Modern drones are controlled by a flight controller, basically a small onboard computer which has tons of sensors and smarts to figure out what the motors need to do when you push the stick on your RC transmitter forward. The flight controller levels out the drone, makes sure it stays at the right altitude and a truckload of other things. As I researched, I kept coming back to a flight controller unit called PixHawk, and that one appealed to me because of its ability to run different flight controller operating systems, both of which are open-source. As I kept digging further I figured out that it’s even possible for a small Linux computer (such as the Raspberry Pi) to run the controller operating systems, and that it’s possible to communicate with it using different options (both cabled and wireless). I even visisted a drone company in Oslo, Norway who are building some cutting-edge stuff based on these controlles. Much fun.
So, I went to town on a couple of chinese online stores and ordeded about 8000 pieces of small items I didn’t exactly knew what was, but I figured I’d need in order to build what I thought of as a “research platform” (which really was a butt-ugly hexacopter with a Pixhawk unit, a Raspberry Pi and all the dangling wires that come with it).
I decided to go with the flight controller operating system called ArduPilot since I’d heard of it before, and because there’s a corresponding Python SDK that goes with it. By the way, I didn’t know Python at the time. Good time to learn.
I also figured I needed some kind of “ground station” with a precice GPS so I bought a USB-based GPS receiver with a lot higher precision and speed than a regular smartphone GPS. I spent 2 days looking for how to get my Android phone to use that as a source instead of the builting GPS, and it turned out I needed to write that myself. By the way, Android apps are written in Java. I didn’t know Java. Good time to learn. 4 days after I started Android Studio (the Android IDE) for the first time, I had successfully integrated a USB driver I found in some obscure GitHub repo into my own app, and was able to replace the phones GPS function with my USB unit’s high-precision GPS signal . I was amazed at how similar Java actually is to C# (and to PowerShell in some extent). Very strongly typed, very object-oriented, very well documented on the internets. My app didn’t perform as well as I wanted (we’re talking a bunch of updates per second), so I had to learn about multithreading in Java, which came to good use later in my endeavour.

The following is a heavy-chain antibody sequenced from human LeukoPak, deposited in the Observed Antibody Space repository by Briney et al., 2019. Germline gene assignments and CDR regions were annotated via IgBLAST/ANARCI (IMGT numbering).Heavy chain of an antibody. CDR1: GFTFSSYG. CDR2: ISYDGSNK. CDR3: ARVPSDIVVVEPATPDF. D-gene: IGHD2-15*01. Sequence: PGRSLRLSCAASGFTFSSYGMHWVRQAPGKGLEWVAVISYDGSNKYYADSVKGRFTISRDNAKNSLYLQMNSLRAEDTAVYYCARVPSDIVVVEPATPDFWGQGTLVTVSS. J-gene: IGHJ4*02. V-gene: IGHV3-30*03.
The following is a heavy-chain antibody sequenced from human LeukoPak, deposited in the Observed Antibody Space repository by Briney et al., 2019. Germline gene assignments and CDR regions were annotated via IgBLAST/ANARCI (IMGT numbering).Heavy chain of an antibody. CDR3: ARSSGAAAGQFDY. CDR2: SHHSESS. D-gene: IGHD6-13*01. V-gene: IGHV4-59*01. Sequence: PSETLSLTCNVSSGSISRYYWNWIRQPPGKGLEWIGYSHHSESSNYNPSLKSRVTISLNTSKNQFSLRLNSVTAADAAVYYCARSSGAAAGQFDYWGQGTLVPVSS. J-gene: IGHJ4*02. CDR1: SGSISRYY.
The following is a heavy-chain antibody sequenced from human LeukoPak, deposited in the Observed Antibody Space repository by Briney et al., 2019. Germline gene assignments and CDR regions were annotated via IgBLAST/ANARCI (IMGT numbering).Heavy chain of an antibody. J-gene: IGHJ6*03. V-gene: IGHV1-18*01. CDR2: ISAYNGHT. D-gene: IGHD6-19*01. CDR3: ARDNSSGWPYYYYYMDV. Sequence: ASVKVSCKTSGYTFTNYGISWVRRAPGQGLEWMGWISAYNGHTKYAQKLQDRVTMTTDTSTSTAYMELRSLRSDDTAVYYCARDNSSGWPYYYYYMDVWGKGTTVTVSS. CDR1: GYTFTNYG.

Just for the fun of it I found a YouTube video on how to reverse-engineer apps, so I also managed to crack open the Hexo+ app and force it to use my high-precision GPS signal instead of the phone’s. There’s actually a YouTube video describing how to reverse-engineer an android app from start to finish, made by an extremely soft-spoken dude in India. People are awesome.